Even more important than greeting guests before the meeting is making them feel welcome throughout the entire meeting. Introduce them at the beginning. Ask them if they’d like to participate in Table Topics (but don’t spring a question on them without asking permission first!). Have a member sit next to the guest and perhaps go over the agenda and explain a few things before the meeting begins, so the guest will know what to expect.
At the end of the meeting, ask what they thought of it, and make sure they know they’re welcome to visit again, and encourage them to apply for membership. Make every guest – or even a member who is returning after a long absence – feel wanted.
Talking During Meetings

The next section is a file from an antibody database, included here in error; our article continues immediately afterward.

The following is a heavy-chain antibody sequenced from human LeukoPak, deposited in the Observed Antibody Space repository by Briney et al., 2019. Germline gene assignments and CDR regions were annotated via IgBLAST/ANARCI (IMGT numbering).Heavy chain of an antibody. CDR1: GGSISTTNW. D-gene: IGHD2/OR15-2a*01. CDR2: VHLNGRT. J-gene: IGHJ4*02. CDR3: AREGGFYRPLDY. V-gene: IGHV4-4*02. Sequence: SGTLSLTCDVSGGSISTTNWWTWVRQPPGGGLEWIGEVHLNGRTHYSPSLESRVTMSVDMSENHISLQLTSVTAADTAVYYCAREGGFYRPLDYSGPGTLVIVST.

Side conversations during a meeting are sometimes inevitable, but they can be very distracting – especially when someone is speaking. Imagine a new, nervous speaker being distracted by a conversation going on during her speech, and then losing her train of thought. This isn’t the kind of “support” we want to offer our members.
Sometimes questions need to be answered or instructions given during the course of a meeting. If it absolutely cannot wait until afterward, be as quiet and discreet as possible, and try not to interrupt a speaker, whether during Table Topics, speeches or evaluations. And of course, just “chatting” during a meeting should not be done at any time!
Toastmasters International has so much to offer to so many people. It would be a shame if an isolated, incident caused someone to walk away from a meeting without ever knowing how much he or she could have gained from membership. Let’s all put on our best “company manners” for every meeting. This will entice our members to return week after week, and our guests to join such positive clubs.
Dee Dees, DTM, is a past International Director and a 29-year member of Gilbert Club in Gilbert, Arizona.